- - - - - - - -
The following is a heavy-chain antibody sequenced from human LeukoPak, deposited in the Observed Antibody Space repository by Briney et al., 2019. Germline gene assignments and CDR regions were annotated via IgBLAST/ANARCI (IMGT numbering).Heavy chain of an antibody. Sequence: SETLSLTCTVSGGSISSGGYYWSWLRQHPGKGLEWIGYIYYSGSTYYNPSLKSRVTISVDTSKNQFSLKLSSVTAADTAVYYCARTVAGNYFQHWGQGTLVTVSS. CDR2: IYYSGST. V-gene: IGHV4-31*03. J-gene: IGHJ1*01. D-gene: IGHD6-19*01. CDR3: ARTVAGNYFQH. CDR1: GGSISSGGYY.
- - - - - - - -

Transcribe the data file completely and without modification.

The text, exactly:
The following is a heavy-chain antibody sequenced from human LeukoPak, deposited in the Observed Antibody Space repository by Briney et al., 2019. Germline gene assignments and CDR regions were annotated via IgBLAST/ANARCI (IMGT numbering).Heavy chain of an antibody. Sequence: SETLSLTCTVSGGSISSGGYYWSWLRQHPGKGLEWIGYIYYSGSTYYNPSLKSRVTISVDTSKNQFSLKLSSVTAADTAVYYCARTVAGNYFQHWGQGTLVTVSS. CDR2: IYYSGST. V-gene: IGHV4-31*03. J-gene: IGHJ1*01. D-gene: IGHD6-19*01. CDR3: ARTVAGNYFQH. CDR1: GGSISSGGYY.